FRESH plans for sweeping advances to broadband speeds in rural areas surrounding Darlington have been given a cautious welcome.

Campaigners in villages such as Redworth, Heighington, Piercebridge and Summerhouse said they were hopeful of significant quality of life improvements after being included in first rollout area the Digital Durham-led Building Digital UK Project Gigabit programme.

While the procurement process will start in May and could deliver first upgrades in mostly rural areas by next year, villagers have expressed doubts over the timing following what they describe as numerous “false dawns”.

Darlington Borough Council says current broadband infrastructure projects and upgrades to gigabit enabled speeds on a fibre to property basis are taking place on new housing estates and through Building Digital UK and Tees Valley Combined Authority funding.

Meanwhile, residents in the rural western villages of Darlington from next month are set to be offered Government vouchers to help fund gigabit enabled mobile technology from provider Quickline.

The council said it had been in contact with numerous commercial rural broadband providers, such as Voneus Netomnia and Quickline, to evaluate how further rural gaps can be closed in the borough by the vouchers.

In addition, the authority said broadband providers would be providing upgrades in the coming years to their current infrastructure and are eager to retrofit areas which have had in the last decade speed under 100mb per second installed. 

However, a council spokesman warned areas to be given the upgrades are chosen by the providers themselves on a commercial basis and highlighted that local authorities were only able to lobby the providers for certain communities to be included in future.

Heighington and Coniscliffe councillor Gerald Lee said he had been working to improve broadband speeds in villages to the west of Darlington since 2006, with frustrating results, but he was cautiously optimistic between the vouchers scheme and Digital Durham, residents would start to see improvements.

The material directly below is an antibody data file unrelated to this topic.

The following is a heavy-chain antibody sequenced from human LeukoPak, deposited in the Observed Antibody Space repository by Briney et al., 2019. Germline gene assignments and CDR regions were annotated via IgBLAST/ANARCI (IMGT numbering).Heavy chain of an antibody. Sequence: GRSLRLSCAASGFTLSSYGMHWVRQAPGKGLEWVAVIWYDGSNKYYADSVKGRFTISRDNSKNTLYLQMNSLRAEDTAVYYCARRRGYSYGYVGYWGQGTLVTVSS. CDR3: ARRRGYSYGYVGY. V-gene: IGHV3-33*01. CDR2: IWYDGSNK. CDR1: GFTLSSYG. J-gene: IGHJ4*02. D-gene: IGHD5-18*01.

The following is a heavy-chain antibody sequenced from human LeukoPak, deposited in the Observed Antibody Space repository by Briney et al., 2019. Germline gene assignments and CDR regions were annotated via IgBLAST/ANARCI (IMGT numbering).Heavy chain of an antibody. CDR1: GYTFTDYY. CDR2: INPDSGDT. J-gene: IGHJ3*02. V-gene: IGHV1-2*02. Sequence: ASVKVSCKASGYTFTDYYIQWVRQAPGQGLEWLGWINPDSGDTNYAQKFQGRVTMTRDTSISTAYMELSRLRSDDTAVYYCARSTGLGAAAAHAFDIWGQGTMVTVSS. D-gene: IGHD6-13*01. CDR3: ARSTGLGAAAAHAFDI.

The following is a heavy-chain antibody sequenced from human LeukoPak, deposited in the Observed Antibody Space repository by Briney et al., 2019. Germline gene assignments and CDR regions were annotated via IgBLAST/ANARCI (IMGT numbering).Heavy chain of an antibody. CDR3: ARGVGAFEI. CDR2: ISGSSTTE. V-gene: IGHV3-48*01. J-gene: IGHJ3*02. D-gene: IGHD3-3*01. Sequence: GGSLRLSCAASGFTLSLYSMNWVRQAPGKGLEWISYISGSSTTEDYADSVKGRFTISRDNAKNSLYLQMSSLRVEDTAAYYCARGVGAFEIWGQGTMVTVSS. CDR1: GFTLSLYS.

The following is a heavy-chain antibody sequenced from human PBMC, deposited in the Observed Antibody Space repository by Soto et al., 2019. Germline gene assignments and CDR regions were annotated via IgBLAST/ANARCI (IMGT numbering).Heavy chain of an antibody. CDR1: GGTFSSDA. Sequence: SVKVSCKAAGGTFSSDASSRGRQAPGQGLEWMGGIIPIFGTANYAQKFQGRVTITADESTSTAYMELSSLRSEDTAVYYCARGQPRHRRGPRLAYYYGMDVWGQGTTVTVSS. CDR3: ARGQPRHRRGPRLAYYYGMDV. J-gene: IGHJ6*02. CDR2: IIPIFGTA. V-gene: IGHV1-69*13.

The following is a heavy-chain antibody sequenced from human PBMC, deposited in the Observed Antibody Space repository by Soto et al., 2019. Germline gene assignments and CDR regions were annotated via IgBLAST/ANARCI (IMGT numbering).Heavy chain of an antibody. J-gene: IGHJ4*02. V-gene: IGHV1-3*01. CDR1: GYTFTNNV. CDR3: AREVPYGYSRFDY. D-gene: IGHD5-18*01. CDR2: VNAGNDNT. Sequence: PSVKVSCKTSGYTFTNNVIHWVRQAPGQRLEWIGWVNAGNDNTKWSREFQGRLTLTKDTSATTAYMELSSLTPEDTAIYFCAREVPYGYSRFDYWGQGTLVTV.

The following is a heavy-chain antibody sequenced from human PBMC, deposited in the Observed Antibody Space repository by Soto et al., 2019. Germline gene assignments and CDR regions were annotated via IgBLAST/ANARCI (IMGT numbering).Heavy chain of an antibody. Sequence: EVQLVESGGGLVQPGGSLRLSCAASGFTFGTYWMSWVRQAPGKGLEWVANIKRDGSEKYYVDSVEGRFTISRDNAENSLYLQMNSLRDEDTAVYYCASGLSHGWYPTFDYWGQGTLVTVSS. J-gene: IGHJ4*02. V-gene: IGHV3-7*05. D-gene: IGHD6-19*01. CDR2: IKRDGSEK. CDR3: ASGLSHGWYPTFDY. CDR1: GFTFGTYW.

He said: “It’s a long and pitiful saga. People’s emotions have gone up and down from joy to absolute despair. There has been some very serious implications as far as access to broadband is concerned. It’s a totally unsatisfactory situation in 2021 when everything depends on broadband, whether you’re a primary school child or running a farm business.”

Cllr Lee said some residents were still facing speeds as slow as 0.1mb per second. He said while a senior doctor living in the villages was unable to contact James Cook University Hospital, one student had to make regular trips to her grandparents’ home in Darlington to be able to get on a website for her schoolwork.

In another case brought to his attention, a company manager feared being made redundant because she couldn’t keep in contact with her head office.

Cllr Lee said despite connecting Redworth to fast broadband speeds having cost less than £30,000 for several years, it was not be upgraded by BT Openreach until June.

He said: “Two years ago they offered to do it, but they only offered to do one side of the road, which is nonsense, and we said so, so they pulled the plug again.

“In Piercebridge, people at the top end of the village get a reasonable signal, but the further you go from the cabinet towards the River Tees you are down to smoke signals again.”